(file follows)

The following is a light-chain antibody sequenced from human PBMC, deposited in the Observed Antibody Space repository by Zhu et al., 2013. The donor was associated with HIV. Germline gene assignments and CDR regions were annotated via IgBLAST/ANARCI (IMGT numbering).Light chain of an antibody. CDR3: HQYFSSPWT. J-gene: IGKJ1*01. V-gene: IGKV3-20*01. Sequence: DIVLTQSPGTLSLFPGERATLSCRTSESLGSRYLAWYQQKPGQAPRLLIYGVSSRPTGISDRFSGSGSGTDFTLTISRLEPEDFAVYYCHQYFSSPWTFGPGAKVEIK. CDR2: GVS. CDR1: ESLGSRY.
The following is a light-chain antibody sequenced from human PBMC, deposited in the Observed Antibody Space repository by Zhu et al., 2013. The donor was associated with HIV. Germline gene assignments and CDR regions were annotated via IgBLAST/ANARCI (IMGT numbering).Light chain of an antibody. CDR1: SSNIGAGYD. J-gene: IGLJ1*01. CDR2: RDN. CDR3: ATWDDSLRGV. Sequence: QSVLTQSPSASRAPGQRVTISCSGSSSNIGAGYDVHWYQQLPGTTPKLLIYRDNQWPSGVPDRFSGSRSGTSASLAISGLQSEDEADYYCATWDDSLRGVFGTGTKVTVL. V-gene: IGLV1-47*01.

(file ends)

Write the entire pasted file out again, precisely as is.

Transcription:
The following is a light-chain antibody sequenced from human PBMC, deposited in the Observed Antibody Space repository by Zhu et al., 2013. The donor was associated with HIV. Germline gene assignments and CDR regions were annotated via IgBLAST/ANARCI (IMGT numbering).Light chain of an antibody. CDR3: HQYFSSPWT. J-gene: IGKJ1*01. V-gene: IGKV3-20*01. Sequence: DIVLTQSPGTLSLFPGERATLSCRTSESLGSRYLAWYQQKPGQAPRLLIYGVSSRPTGISDRFSGSGSGTDFTLTISRLEPEDFAVYYCHQYFSSPWTFGPGAKVEIK. CDR2: GVS. CDR1: ESLGSRY.
The following is a light-chain antibody sequenced from human PBMC, deposited in the Observed Antibody Space repository by Zhu et al., 2013. The donor was associated with HIV. Germline gene assignments and CDR regions were annotated via IgBLAST/ANARCI (IMGT numbering).Light chain of an antibody. CDR1: SSNIGAGYD. J-gene: IGLJ1*01. CDR2: RDN. CDR3: ATWDDSLRGV. Sequence: QSVLTQSPSASRAPGQRVTISCSGSSSNIGAGYDVHWYQQLPGTTPKLLIYRDNQWPSGVPDRFSGSRSGTSASLAISGLQSEDEADYYCATWDDSLRGVFGTGTKVTVL. V-gene: IGLV1-47*01.